The Home Cook’s Guide to Cooking Sausages

The Home Cook’s Guide to Cooking Sausagesvell /123RF

Here’s how to cook the juiciest, most delicious sausages you’ve ever tasted—on the stove, in the oven, or on the grill.

There’s more than one way to cook a sausage, and which one to go for comes down to personal preference. Some cooks prefer boiling or frying them on the stove, while others roast or grill them.

All of these cooking methods result in sausages with unique flavor profiles. To help you decide which one is right for you, we will dive deep into the science and technique behind them, as well as the outcomes of each.

Boiled sausages are quick and easy to make, but they lack browning—and browning creates flavor. Grilled, pan-fried, and roasted sausages are golden brown and deeply flavorful when cooked over moderate heat, which is why many cooks opt for these cooking methods.

When in doubt, tailor your cooking method to the variety of sausage you’re about to make:

American hot dogs and German brätwursts taste their best when they are boiled. They will retain their moisture in the simmering water, coming out plump and juicy, with a slight snap when you bite into them.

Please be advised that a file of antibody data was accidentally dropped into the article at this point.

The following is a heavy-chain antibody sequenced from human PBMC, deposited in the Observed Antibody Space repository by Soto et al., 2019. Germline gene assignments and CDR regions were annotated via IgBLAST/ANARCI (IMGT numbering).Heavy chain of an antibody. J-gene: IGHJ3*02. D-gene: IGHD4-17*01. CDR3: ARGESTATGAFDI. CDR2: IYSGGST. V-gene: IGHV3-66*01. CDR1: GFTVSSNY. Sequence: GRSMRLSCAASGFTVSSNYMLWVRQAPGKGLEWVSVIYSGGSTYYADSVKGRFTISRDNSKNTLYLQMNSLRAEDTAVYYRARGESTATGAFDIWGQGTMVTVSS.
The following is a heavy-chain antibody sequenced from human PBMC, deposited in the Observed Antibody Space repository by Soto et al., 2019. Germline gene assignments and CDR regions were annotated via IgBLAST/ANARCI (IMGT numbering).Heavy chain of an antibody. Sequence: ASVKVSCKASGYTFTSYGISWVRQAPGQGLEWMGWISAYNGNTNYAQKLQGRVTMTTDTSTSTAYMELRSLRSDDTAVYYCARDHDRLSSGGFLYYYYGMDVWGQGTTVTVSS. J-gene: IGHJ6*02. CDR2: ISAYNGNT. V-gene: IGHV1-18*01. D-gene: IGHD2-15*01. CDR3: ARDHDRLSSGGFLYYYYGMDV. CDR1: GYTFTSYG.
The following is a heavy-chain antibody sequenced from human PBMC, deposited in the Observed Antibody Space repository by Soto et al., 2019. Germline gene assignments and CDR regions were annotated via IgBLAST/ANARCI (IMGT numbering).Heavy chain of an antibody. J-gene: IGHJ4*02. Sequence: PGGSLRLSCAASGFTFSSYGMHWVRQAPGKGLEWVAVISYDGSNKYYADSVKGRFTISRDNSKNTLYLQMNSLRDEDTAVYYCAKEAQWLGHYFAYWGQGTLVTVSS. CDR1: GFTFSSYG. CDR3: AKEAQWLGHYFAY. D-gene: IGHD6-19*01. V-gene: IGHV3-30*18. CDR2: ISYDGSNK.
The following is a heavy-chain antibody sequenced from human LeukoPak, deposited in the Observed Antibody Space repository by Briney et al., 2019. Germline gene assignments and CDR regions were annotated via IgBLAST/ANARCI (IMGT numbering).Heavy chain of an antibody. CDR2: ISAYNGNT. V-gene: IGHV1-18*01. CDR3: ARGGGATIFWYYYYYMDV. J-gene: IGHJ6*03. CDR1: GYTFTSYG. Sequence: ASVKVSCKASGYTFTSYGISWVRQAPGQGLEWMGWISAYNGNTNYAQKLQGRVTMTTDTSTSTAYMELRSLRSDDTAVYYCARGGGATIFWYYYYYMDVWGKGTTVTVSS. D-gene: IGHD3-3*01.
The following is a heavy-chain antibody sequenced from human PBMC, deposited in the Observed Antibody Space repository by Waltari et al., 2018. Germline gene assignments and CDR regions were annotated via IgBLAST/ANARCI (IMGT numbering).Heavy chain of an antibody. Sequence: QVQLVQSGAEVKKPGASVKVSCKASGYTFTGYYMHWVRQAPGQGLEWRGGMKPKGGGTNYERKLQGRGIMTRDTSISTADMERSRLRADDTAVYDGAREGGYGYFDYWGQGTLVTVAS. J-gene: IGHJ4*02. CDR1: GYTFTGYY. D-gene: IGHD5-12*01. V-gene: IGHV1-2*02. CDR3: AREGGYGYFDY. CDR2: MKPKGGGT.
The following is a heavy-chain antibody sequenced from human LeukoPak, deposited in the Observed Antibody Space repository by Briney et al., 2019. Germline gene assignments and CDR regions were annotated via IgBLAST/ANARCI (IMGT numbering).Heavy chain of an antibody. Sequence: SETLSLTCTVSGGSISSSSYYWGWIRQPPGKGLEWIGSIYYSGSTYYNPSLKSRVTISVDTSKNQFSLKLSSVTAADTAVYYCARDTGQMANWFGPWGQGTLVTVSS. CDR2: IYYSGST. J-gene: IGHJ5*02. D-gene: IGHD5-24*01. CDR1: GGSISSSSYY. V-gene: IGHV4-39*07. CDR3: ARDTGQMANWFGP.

Andouille sausages, a common addition to Cajun stews, should be browned briefly over medium-high heat on the stove, then cut up into bite-sized pieces and boiled with the rest of the ingredients in the stew.

Breakfast sausages taste great when pan-fried in a generous drizzle of unsalted butter or cooking oil over medium heat. For extra sweetness, add a sliced onion or two to the pan mid-cooking.

Fatty and hot, Mexican chorizo must be fried over gentle heat in a cast iron skillet with a pour spout, or roast on a sheet pan fitted with a wire rack.

Use the pour spout to drain off some of the melted fat mid-cooking. The wire rack will keep the sausages separated from the fat as it pools in your sheet pan in the oven.

Garlicky and spicy, Italian sausages are a highly versatile sausage variety. They can be pan-fried over medium heat, roasted in a 350°F oven, or grilled low and slow over indirect heat.

How to Pan-Fry Sausages on the Stove

Bring the sausages to room temperature. Fridge-cold sausage cooks unevenly and sticks to the pan, especially if you’re preparing it in stainless steel. Frozen sausages mustn’t be pan-fried and should always be thawed before cooking.